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The credibility of climate science

Dan Farber, professor of law | October 25, 2011

Climate denialists contend that climate science is either the result of a conspiracy of some kind  or of groupthink plus institutional incentives to support alarmist predictions.  The conspiracy theory makes even less sense than most conspiracy theories, because there would have to be hundreds, perhaps thousands of people involved, scattered across the world at  numerous institutions.  The other theory is less ridiculous, but it doesn’t hold up.  New research can go either way rather than being uniformly alarmist.

An example involves recent research on glacial water supplies. As ClimateWire explains:

From the Andes to the Himalayas, scientists are starting to question exactly how much glaciers contribute to river water used downstream for drinking and irrigation. The answers could turn the conventional wisdom about glacier melt on its head.

Stream chemistry analyses have found that far less surface water comes from glacier melt than previously assumed. In Peru’s Rio Santa, which drains the Cordilleras Blanca mountain range, glacier contribution appears to be between 10 and 20 percent. In the eastern Himalayas, it is less than 5 percent.

It remains to be seen whether this new research itself holds up to the give-and-take of scientific debate.  But the point is that the debates within climate science are very active, and scientists are constantly pushing the envelope in terms of data and modeling.

So the forces of groupthink and the pressures of institutional funding do not, in fact, seem to be overwhelming.  That’s what you’d expect: scientists make their careers by finding new things, not by parroting existing views.

By the way, when I say climate science is credible, that doesn’t mean there’s an absolute certainty that the thrust of climate science is correct.  Maybe more like 95% certainty.  For comparison purposes, scholars of evidence law customarily translate “proof beyond a reasonable doubt” into 90% certainty.

Is 95% probability enough?  A comparison may be helpful. At a recent public gathering, a major presidential candidate was enthusiastically applauded because of the large number of executions in his state.  The juries in those cases were asked to find guilt beyond a reasonable doubt, in other words, the 90% standard.  In short, the evidence supporting those executions was weaker than the evidence for climate change.

Cross-posted from the environmental law and policy blog Legal Planet.

Comment to “The credibility of climate science

  1. What we really need is a new Declaration of Independence, this time to fight back against Special Interests who buy out the integrity of the majority of Congressmen making them just like the Tories who betrayed us during the Revolutionary War.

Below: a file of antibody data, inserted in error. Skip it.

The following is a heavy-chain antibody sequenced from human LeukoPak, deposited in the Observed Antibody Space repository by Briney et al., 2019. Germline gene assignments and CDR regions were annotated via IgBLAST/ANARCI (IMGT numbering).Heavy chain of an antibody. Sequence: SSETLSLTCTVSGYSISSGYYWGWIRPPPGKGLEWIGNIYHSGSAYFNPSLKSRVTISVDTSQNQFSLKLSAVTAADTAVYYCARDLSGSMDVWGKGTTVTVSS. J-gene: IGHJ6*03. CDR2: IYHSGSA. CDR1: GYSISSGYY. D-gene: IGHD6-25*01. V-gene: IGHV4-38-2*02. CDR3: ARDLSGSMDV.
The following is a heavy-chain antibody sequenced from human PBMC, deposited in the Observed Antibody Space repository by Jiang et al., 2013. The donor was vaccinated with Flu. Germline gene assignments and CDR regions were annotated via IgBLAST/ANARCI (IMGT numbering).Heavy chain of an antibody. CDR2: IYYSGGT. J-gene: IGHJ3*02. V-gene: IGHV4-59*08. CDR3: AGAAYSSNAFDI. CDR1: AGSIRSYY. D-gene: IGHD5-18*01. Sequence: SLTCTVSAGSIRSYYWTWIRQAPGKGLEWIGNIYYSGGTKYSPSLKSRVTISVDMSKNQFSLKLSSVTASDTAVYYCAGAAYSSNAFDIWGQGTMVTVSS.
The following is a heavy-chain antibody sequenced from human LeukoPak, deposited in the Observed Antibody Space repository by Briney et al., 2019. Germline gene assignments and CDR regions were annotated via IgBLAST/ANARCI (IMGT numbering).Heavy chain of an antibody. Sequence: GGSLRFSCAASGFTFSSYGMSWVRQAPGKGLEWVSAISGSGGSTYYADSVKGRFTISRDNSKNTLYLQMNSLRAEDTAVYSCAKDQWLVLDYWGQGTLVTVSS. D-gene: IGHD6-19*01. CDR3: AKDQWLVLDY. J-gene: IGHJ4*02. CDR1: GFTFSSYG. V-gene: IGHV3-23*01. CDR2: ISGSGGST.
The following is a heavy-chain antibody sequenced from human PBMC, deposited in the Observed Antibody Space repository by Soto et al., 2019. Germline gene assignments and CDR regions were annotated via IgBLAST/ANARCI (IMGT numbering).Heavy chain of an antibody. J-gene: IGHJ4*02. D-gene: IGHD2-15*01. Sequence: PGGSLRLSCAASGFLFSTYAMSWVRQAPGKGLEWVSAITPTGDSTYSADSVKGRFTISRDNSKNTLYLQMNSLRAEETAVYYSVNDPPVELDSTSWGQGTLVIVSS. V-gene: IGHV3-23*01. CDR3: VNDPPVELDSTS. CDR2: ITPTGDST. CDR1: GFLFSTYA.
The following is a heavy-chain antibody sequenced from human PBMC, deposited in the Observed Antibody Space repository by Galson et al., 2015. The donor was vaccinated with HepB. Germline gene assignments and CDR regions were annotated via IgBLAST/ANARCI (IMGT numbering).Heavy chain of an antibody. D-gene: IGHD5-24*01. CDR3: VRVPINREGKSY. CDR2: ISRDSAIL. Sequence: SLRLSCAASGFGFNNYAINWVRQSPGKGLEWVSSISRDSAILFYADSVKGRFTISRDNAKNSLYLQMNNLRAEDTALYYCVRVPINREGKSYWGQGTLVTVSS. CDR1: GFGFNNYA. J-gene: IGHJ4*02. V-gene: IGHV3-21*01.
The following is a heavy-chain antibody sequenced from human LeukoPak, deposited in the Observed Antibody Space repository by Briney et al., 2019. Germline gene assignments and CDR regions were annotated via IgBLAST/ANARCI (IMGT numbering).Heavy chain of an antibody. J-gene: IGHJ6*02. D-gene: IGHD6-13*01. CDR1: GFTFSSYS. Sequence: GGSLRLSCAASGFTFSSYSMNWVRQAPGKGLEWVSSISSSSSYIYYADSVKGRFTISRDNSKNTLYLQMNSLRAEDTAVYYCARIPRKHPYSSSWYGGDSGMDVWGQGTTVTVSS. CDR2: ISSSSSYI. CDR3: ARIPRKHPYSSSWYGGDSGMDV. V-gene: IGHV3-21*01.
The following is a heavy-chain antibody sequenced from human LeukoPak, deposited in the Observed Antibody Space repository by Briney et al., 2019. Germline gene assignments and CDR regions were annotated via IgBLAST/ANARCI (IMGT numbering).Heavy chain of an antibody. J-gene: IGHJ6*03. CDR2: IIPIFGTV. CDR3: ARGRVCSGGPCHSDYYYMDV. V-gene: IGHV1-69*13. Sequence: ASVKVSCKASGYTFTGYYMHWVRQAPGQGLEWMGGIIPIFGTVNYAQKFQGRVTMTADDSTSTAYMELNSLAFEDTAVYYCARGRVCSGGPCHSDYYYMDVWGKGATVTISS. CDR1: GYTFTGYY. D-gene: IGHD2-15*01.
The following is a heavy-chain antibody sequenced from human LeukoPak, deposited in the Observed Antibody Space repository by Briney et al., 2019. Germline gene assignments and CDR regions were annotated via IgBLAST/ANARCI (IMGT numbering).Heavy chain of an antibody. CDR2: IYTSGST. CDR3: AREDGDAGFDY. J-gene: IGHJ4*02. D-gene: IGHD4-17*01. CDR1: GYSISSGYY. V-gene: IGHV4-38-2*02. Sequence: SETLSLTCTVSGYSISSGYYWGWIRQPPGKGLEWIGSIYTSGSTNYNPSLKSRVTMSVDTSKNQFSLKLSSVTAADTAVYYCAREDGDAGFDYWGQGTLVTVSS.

Thomas Jefferson defined some of the principles for American Democracy that Congress seems to have forgotten today recreating conditions our Founding Fathers fought against to build the United States in the first place, principles including:

    “All men are created equal, that they are endowed by their Creator with certain unalienable Rights, that among these are Life, Liberty and the pursuit of Happiness,” and

    “Governments are instituted among Men, deriving their just powers from the consent of the governed.”

    However, far too many constituents fall into the trap: “All experience hath shown that mankind are more disposed to suffer, while evils are sufferable than to right themselves by abolishing the forms to which they are accustomed.” This is one reason that special interests and the politicians they control are so successful today.

    Special Interest threats to American Democracy today also include:

    Refusals to “assent to laws, the most wholesome and necessary for the public good.”

    Refusals to “pass other Laws for the accommodation of large districts of people, unless those people would relinquish the right of Representation in the Legislature, a right inestimable to them and formidable to tyrants only.”

    And the overthrow of the Rule of Law by making far too many judges susceptible to the power and money of special interests.”

    Worst of all, the pledge that congress fails to honor today is: “We mutually pledge to each other our Lives, our Fortunes, and our sacred Honor.”

    These are some of the main reasons that climate change scientists are marginalized so successfully while the window of opportunity continues to close beyond the point of no return, even when this years climate and environmental disasters alone should be a major wake-up call for all of humanity.

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